Koala Genome Framework Data Initiative
Access to the koala genome offers considerable research benefits.
For the first time scientists working on koala biology have access to their full genetic map of around 20,000 genes (Koala Genome Consortium). So far the data has uncovered many unique koala genes such as those related to their remarkable ability to survive on a specialised diet as well as the surprising finding that some koala genes are associated with human diseases such as bowel and breast cancer.
Most koalas living on mainland Australia (95%) are infected with koala retrovirus, which is thought to be involved in causing Koala Immune Deficiency Syndrome (KIDS), an AIDS-like syndrome that causes infected koalas to become more susceptible to infectious disease and cancer. The koala dataset genome mapping project was set up to uncover how and why koalas respond to infectious diseases. Koala retrovirus and chlamydia are decimating koala populations in NSW and Queensland and the sequencing data is providing critical information on koala immunity and vaccine development for these diseases in particular.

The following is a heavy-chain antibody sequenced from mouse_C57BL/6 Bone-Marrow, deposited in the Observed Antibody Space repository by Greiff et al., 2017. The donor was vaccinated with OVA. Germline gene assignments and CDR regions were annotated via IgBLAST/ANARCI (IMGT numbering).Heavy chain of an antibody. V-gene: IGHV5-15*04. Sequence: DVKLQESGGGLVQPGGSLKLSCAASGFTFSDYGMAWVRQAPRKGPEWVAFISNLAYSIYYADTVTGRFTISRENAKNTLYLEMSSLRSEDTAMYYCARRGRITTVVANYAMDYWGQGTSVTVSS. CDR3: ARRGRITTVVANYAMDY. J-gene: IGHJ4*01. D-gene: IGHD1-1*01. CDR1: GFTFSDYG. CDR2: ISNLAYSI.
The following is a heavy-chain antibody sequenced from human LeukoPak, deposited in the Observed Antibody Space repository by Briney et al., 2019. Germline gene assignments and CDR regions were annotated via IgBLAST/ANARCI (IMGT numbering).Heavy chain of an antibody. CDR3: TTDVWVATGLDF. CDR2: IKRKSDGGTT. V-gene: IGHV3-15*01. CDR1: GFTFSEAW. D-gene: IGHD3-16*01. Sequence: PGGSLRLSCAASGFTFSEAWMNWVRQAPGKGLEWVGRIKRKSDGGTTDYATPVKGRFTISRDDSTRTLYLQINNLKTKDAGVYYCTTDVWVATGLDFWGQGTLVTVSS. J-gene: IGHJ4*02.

This Bioplatforms Australia Framework Data Initiative is led by Prof Rebecca Johnson from the Australian Museum Research Institute in partnership with the University of the Sunshine Coast and the University of New South Wales.
This project is part of a co-funding arrangement with the Australian Museum Foundation, Queensland University of Technology, NSW Office of Environment and Heritage and the ARC Linkage Scheme. To access the genomic and transcriptomic data sequenced by the Koala Genome Consortium please see the data availability section of the Genome paper from Nature Genetics.